• Castoroides ohioensis


    The Giant Beaver, also known as Castoroides, lived in the prehistoric woodlands of North America over 10,000 years ago. It weighed about 200 pounds and was up to 8 feet long when alive. This giant beaver was molded and cast from the most complete specimen found to date currently housed by the Joseph Moore Museum at Earlham College.

    Roughly 10,000 years old, this ice age beaver is related to today’s Castor canadensis, but was much larger (see skull comparison in photo above). The skull structure of the giant beaver shows that it presumably participated in extended underwater activity, thanks to the ability to take in more oxygen into its lungs.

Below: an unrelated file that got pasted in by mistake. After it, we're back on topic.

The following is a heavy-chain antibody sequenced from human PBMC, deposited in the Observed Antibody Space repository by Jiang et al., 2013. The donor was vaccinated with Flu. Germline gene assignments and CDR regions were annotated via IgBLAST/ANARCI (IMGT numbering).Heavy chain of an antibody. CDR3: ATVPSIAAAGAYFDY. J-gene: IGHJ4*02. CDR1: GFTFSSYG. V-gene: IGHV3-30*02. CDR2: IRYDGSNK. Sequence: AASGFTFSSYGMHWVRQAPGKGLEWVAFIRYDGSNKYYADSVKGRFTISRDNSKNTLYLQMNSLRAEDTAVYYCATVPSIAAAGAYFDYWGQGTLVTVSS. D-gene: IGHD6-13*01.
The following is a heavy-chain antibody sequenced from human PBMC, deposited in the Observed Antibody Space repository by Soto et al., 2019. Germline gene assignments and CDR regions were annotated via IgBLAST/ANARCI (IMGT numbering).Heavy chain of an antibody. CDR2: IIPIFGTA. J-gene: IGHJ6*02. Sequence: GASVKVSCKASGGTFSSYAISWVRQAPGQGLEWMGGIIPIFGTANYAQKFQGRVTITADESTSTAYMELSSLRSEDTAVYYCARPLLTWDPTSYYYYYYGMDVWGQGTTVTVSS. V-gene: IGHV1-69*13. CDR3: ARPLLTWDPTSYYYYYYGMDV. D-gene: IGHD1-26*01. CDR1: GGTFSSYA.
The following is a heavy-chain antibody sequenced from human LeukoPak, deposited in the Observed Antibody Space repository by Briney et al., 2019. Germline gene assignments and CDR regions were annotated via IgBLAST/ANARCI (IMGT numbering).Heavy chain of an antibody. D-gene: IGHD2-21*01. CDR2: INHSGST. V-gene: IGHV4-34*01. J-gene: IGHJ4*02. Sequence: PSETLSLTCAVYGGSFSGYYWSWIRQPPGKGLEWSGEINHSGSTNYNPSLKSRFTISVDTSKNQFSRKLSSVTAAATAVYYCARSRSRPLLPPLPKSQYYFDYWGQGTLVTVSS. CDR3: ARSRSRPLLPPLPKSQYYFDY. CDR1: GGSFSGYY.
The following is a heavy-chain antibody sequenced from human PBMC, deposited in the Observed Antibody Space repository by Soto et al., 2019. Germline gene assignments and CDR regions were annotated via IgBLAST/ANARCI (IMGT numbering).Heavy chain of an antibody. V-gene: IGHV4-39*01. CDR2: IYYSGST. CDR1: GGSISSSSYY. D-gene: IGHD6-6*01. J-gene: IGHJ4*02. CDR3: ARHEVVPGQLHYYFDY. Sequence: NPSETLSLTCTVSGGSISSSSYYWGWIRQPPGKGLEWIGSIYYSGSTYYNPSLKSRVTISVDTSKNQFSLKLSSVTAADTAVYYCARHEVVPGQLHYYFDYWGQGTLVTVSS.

Modern beavers have chisel-like incisor teeth for gnawing on wood, while the teeth of the giant beaver were bigger and broader. Its food is thought to have consisted of aquatic vegetation including cattails and other plants, as its teeth might not have been as efficient on wood. Lodges made of small saplings have been found.

    This is a great addition to any ice age exhibit.  It can be posed alone or interacting with various predators from the same time.

    LENGTH: 6 feet (1.9 m)
    DIET: Herbivore
    LOCATION: Richmond, IN
    AGE: Pleistocene